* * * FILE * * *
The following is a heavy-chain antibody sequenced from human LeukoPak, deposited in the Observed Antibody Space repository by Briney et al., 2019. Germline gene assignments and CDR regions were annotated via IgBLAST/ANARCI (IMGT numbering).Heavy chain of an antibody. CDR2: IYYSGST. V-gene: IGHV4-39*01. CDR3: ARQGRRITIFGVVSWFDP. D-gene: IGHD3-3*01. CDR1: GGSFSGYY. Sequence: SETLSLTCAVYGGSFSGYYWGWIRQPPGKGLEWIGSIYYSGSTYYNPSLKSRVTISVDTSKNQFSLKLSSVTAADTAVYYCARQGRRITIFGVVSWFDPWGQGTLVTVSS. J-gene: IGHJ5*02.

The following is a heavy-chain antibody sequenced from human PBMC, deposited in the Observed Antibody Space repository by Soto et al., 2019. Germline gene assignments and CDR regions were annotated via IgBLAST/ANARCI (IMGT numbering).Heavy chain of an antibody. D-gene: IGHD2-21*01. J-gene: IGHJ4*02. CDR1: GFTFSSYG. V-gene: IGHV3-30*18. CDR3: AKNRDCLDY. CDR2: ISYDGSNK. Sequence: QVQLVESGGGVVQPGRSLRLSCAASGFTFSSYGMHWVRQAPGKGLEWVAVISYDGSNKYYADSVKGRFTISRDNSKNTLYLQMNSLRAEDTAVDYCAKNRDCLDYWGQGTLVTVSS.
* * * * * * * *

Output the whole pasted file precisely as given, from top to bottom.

The following is a heavy-chain antibody sequenced from human LeukoPak, deposited in the Observed Antibody Space repository by Briney et al., 2019. Germline gene assignments and CDR regions were annotated via IgBLAST/ANARCI (IMGT numbering).Heavy chain of an antibody. CDR2: IYYSGST. V-gene: IGHV4-39*01. CDR3: ARQGRRITIFGVVSWFDP. D-gene: IGHD3-3*01. CDR1: GGSFSGYY. Sequence: SETLSLTCAVYGGSFSGYYWGWIRQPPGKGLEWIGSIYYSGSTYYNPSLKSRVTISVDTSKNQFSLKLSSVTAADTAVYYCARQGRRITIFGVVSWFDPWGQGTLVTVSS. J-gene: IGHJ5*02.

The following is a heavy-chain antibody sequenced from human PBMC, deposited in the Observed Antibody Space repository by Soto et al., 2019. Germline gene assignments and CDR regions were annotated via IgBLAST/ANARCI (IMGT numbering).Heavy chain of an antibody. D-gene: IGHD2-21*01. J-gene: IGHJ4*02. CDR1: GFTFSSYG. V-gene: IGHV3-30*18. CDR3: AKNRDCLDY. CDR2: ISYDGSNK. Sequence: QVQLVESGGGVVQPGRSLRLSCAASGFTFSSYGMHWVRQAPGKGLEWVAVISYDGSNKYYADSVKGRFTISRDNSKNTLYLQMNSLRAEDTAVDYCAKNRDCLDYWGQGTLVTVSS.